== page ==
The medical home ‘’actually is doing what primary care is supposed to do,’’ Tuckson told a conference sponsored by Healthcare Georgia Foundation. It can help primary care doctors survive financially, he added.
To encourage physicians to join, insurers generally pay them more for this coordinated approach. A central theme is to improve quality of care.
“The weakness of care coordination in our health care system represents a clear and present danger to many older patients, causing avoidable harm, errors, complications, overtreatment and hospital readmissions,” says Christopher Langston, program director of the John A. Hartford Foundation. “Team care is still a work in progress.’’
Studies yield mixed results
Despite the high hopes, recent research has pointed to possible holes in the medical home model.
Langston cited the disappointing medical home demonstration results recently reported in the Journal of the American Medical Association. That study of one large pilot program found that over a three-year period, the medical home resulted in limited improvement of quality and did not save money.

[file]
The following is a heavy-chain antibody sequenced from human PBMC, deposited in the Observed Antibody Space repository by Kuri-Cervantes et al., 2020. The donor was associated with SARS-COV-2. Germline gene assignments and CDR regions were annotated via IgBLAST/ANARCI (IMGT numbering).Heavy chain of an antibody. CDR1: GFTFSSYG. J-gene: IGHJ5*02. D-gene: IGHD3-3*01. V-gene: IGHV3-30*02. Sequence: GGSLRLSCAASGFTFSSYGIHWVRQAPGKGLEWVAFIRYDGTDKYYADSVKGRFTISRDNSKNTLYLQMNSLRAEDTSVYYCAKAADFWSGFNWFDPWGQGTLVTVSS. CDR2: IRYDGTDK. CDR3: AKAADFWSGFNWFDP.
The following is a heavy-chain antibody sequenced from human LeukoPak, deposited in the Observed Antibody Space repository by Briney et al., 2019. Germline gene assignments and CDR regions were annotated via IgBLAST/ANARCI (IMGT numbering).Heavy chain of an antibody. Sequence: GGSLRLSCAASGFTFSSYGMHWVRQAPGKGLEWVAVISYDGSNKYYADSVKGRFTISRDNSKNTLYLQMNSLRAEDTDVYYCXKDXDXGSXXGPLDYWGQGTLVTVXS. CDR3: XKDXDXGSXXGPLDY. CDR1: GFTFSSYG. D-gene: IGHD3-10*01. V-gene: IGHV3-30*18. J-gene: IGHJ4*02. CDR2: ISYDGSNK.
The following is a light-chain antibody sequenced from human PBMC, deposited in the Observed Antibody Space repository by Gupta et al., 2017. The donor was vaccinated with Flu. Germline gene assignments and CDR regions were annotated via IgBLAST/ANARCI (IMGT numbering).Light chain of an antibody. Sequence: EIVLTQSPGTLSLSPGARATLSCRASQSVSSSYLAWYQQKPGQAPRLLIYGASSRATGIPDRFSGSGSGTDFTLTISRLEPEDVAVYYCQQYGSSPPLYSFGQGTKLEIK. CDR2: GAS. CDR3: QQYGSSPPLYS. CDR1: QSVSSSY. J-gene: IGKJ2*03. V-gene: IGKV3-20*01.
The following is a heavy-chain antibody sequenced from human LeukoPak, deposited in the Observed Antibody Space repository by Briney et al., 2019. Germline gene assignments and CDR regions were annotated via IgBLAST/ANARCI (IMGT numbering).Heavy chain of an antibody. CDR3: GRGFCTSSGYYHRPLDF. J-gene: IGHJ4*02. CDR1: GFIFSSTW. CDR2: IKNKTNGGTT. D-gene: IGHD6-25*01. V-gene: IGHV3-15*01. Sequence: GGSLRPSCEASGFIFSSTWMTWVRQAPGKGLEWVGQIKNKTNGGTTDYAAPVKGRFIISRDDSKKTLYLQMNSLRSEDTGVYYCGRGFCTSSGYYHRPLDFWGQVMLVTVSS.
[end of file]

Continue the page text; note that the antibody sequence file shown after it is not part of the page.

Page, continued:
On the other hand, University of Minnesota researchers found that the state’s “healthcare home” model improved scores on measures related to colorectal cancer screening, asthma care, diabetes care, vascular care, and follow-up care for depression.
In addition, 2010-2012 health care costs for the 203,071 Medicaid enrollees receiving care at a health care home were 9.2 percent less than the costs for the 264,523 Medicaid enrollees who received care at a non-HCH clinic.
Zreloff says her practice switched over to a medical home three years ago. It’s for Emory employees and retirees and their spouses.
The three physicians in the practice are paid a monthly per-patient fee to manage patients’ health. “For physicians, they get the satisfaction of a job well done,” Zreloff says. “You’re more proactive. You have a team to help keep patients healthy.’’
Patients with multiple health conditions get care coordination, she adds. “We have a care coordinator who can reach out to these patients.”
Zreloff says the patients’ hospitalizations and emergency room visits have dropped. “This is the future of primary care, without a doubt,” she says.